Changes to Parking Fines On Campus Could Be Coming


University of Michigan-Flint

DPS says no shooting took place after investigating a shooting report on the UM-Flint campus on Monday, Oct. 4.

Ryan Lanxton, Writer

UM-Flint’s Department of Public Safety and the Downtown Development Authority of Flint is looking into negotiating a new parking contract. The changes being explored would bring a new structure to the payment system for fines and revenue shared between the two.

Currently, DPS issues tickets to anyone who has committed a parking infraction on the UM-Flint campus, usually in the amount of $20. That fine is then paid either online or in-person at the 67th District Court building on Saginaw Street. 

All fines collected then go to the DDA to be used on various projects around downtown, such as cleaning public spaces. DPS and UM-Flint receive none of this revenue.

However, options being explored could change this relationship between DPS and the DDA.

“We [DPS] have a positive, working relationship with the DDA and they provide any support we have. They support our stakeholders, as I would suggest, and submit that we support their efforts as well. And so it’s a win-win,” said Raymond Hall, chief of DPS at UM-Flint.

One option proposed would have the revenue generated from these fines split 80% for the DDA to use and the remaining 20% go back to DPS. Hall said the revenue generated would be controlled by the Parking Committee, of which he is the chair. This money would be used to update signage across campus and go towards other future projects.

If enough revenue is generated, one project Hall would like to see is smart parking and gate features. These would allow those with UM-Flint parking permits to see how full a lot is before entering and trying to find a parking spot. Additionally, it would restrict the amount of non-UM-Flint students and staff from using up campus-designated parking lots.

“The dollars would be shifted into supporting parking efforts here to make it more convenient … to implement smart parking and potentially even looking at dollars spent on providing additional electric car outlets,” said Hall.

The restructured partnership would also see the DDA providing new equipment for DPS to use. Updated software and new ticket writing machines for DPS officers will make the process much more efficient, all free of charge for UM-Flint. As Hall said, costs will not be passed off to students.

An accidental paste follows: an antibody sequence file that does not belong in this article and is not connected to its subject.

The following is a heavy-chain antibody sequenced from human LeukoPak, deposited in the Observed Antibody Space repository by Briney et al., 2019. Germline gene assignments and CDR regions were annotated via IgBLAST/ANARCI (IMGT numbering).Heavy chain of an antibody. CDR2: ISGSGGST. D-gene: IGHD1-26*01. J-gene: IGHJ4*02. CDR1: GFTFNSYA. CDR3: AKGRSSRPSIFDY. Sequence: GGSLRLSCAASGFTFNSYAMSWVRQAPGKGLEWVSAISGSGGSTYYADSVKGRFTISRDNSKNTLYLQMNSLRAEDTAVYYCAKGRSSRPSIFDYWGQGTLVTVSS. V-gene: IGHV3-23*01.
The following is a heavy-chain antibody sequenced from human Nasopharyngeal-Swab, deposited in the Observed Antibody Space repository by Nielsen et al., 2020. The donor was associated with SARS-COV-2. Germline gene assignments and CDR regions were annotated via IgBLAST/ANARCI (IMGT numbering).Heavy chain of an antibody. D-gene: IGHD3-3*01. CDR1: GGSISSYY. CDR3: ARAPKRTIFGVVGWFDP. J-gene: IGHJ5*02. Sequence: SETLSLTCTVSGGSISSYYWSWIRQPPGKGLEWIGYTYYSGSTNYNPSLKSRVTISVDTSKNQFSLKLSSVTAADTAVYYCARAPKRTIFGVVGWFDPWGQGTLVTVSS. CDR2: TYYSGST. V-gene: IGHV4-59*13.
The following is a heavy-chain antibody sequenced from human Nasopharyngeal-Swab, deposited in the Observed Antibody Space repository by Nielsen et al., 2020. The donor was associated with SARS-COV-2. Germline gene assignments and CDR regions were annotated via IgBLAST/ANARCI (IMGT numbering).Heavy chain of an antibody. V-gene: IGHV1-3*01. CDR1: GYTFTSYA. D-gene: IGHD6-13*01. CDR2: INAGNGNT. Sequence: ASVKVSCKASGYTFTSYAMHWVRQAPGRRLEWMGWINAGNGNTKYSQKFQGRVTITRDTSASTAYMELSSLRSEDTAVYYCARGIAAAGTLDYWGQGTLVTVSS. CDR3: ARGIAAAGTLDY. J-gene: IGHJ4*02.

“Part of the agreement would be that the DDA would pick up the cost of the software, the support, the adjudication of the citation and the hardware for actual ticket writing and make us more efficient at no cost to our students here,” said Hall.

DPS originally approached the DDA with the proposal to explore a new agreement. Hall wanted to make sure his department was being as fiscally responsible as possible while also bringing in a new revenue stream for everyone on campus to take advantage of.

Hall insists the increase in efficiency and the ticket writing process as a whole is not meant to become a revenue effort that needlessly writes tickets to earn money. His philosophy is that enforcing parking standards is meant to act as an enforcement action, not a punitive one. 

“Our focus has been, and continues to be, on compliance through education, through communication and through enforcement action when ever absolutely necessary,” said Hall.

This  new partnership could potentially see a raise in fees for parking tickets, but Hall would like them to stay as they are now, so as not to become a burden on violators. He believes there is a happy medium between keeping fines low while also making sure they compel compliance.

While those who have received a ticket will still have to go to the 67th District Court if they wish to contest the ticket, others who are looking to pay in-person can visit the DDA office at 502 Church Street. Their office often has no waits and ample free parking, both of which the court building does not.

Although the talks between DPS and the DDA are only exploring a possible negotiation, Hall would still like to hear feedback from those on campus to see if it is worth pursuing. Anyone who is interested in doing so can email Hall at [email protected].

Additionally, comments can be directed to Donald Weismiller, a senator on Student Government who is also on the Parking Committee at [email protected].